The End of an Era in D.C.

It wasn’t that long ago when residents of the D.C. area were singing praises about their young Heisman winning quarterback’s amazing skills leading the 2012 Washington Professional Football Team (WPFT) to a 10-6 record and their first playoff berth since 2007. It was an easy story to fall in love with; they had the read option, the most explosive QB since Atlanta-Vick, and the best rushing attack in the league.


RG3 was destined to be the face of the WPFT by often criticized meddling owner Daniel Snyder who bet the mortgage, in the form of 3 first and 2 second round picks to move up in the draft and grab him. Placing this much value and stock in a rookie QB, while in hindsight seems like the work of a fool, makes sense in today’s NFL. At the time of the trade, some projected RG3 to be a better prospect than Andrew Luck and if you have the ability to grab a potential superstar QB, that’s the name of the game in the NFL.


Through all the glamour and the highlights Griffin put up in his rookie year, red flags stuck out clear as day, yet Snyder and the fan’s love for their young star blinded them to see today’s foreseeable benching of RG3. If you’ve ever seen that show Catfish where these naïve millennials date, befriend, and even propose to people who they have met on the internet only to find out after a background story, and a few commercial breaks later, that their internet love was actually some fat guy in his basement impersonating a super model, then you can relate to my point about WPFT Nation.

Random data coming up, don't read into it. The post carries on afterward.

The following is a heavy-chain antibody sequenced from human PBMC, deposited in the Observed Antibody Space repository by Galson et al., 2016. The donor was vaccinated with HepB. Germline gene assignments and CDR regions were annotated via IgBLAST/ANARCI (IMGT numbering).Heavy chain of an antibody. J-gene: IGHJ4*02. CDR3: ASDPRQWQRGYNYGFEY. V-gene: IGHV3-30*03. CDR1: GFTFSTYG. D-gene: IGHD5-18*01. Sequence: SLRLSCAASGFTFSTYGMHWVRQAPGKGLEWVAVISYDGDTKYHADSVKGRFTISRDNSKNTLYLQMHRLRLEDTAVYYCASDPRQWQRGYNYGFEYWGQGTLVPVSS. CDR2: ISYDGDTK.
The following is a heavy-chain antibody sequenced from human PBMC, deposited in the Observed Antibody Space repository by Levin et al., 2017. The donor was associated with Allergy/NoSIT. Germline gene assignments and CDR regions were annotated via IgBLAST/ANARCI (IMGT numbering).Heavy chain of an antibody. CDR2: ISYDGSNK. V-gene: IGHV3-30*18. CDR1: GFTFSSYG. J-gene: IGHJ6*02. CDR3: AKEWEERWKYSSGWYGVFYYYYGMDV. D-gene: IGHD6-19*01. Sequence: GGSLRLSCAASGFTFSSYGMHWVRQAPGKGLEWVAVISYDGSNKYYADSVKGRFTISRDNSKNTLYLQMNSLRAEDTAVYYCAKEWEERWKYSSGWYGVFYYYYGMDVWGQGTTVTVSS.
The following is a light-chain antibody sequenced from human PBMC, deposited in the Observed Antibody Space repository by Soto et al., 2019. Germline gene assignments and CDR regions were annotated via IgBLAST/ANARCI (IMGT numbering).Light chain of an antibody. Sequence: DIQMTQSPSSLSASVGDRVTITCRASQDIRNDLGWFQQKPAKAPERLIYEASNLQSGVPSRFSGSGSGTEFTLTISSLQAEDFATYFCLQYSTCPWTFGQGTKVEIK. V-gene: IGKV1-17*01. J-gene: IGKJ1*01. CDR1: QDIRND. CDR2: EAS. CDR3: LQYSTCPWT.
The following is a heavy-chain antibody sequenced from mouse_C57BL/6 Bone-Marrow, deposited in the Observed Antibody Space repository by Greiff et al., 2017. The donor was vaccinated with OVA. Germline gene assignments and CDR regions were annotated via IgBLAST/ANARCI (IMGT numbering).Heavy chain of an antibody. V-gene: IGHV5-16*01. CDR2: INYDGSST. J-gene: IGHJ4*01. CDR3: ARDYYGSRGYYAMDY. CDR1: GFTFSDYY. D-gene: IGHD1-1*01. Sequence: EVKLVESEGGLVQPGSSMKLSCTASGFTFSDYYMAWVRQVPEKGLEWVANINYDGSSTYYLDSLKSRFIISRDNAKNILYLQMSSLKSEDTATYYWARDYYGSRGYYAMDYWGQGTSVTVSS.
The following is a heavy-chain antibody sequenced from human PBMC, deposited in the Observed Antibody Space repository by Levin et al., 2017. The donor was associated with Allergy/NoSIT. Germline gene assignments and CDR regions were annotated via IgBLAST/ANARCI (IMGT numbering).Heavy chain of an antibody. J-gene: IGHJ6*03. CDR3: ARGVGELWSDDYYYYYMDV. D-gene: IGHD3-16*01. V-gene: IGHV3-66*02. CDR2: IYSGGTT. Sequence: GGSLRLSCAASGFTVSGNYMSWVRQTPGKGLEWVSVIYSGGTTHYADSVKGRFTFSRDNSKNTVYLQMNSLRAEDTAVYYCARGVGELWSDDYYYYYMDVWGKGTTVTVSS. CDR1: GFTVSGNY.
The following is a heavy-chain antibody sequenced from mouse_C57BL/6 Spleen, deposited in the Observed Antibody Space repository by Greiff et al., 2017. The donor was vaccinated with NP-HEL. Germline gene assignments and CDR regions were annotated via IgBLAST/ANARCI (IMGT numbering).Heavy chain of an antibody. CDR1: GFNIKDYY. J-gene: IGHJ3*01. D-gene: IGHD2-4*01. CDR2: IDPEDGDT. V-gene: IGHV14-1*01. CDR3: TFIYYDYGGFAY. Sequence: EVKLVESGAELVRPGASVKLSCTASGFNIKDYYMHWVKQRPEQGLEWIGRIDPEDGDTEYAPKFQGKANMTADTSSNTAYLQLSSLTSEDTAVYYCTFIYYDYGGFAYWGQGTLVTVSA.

I often find myself lacking in empathy for these people who spend the last 5 minutes of the show trying to cope with their broken hearts. I always think, how didn’t you see this coming?” “Why would you never Skype with them”? “Didn’t you find it strange they would always stand you up”? “Seriously no Skype never, not one time”? WPFT fans, like the “victims” on Catfish ignored the warning signs that said RG3 wasn’t going to be a star in this league long-term, and when you look at it, you scratch your head wondering why:


1. To start, Griffin took a beating like no other, and he’s not the doughiest guy out there. He doesn’t have a Matt Stafford or Andrew Luck type of body, he’s slender and tight, and the constant punishment of the NFL takes out players that are way larger than Griffin, who was to believe he’d be any different?



2. Griffin’s rookie campaign saw only 5 interceptions as opposed to his contemporary Luck’s 18, while that appears impressive, Griffin only attempted 393 passes all year to Luck’s 627. Griffin had the luxury of an elite rushing attack, that to his credit he helped to build, but this rush allow gifted Griffin a super vanilla introduction to NFL passing, in a league that’s moving towards more and more passing.


3. The red flag that probably fooled us all – myself included – was the effectiveness of the read-option and the believe that defensive coordinators, given an offseason and more film than Ron Jaworski can swallow up in a summer wouldn’t adjust.


How could they ever think Griffin could keep taking so many hits? Throwing that many interceptions, and using a fairly new package, that like the Wildcat would eventually get decoded. It was never sustainable, but Snyder loved his asset that he invested so much in, and like those kids on Catfish, the iNEVitable1 was ignored.


We all know the story, RG3 blew out his knee leading to issues with Mike Shanahan, which led to Griffin’s forgettable sophomore campaign, to Shanahan getting wacked, to the other Gruden getting hired, to teammate locker-room issues, to RG3 not producing, to more RG3 issues with his coach, to the announcement that he will be benched for the pride of Texas, Colt McCoy.


Are Griffin’s days numbered as a starting QB? I don’t think so, he’ll get another chance, it’s a tough NFL out there and most places don’t have a solid quarterback. But Griffin will have to prove that he can make real NFL passes, and not take the type of punishment that he’s endured through his first three years, otherwise he’ll fade as a distant memory about how potential falls from grace.



  1. Yup, I went there, I couldn’t resist.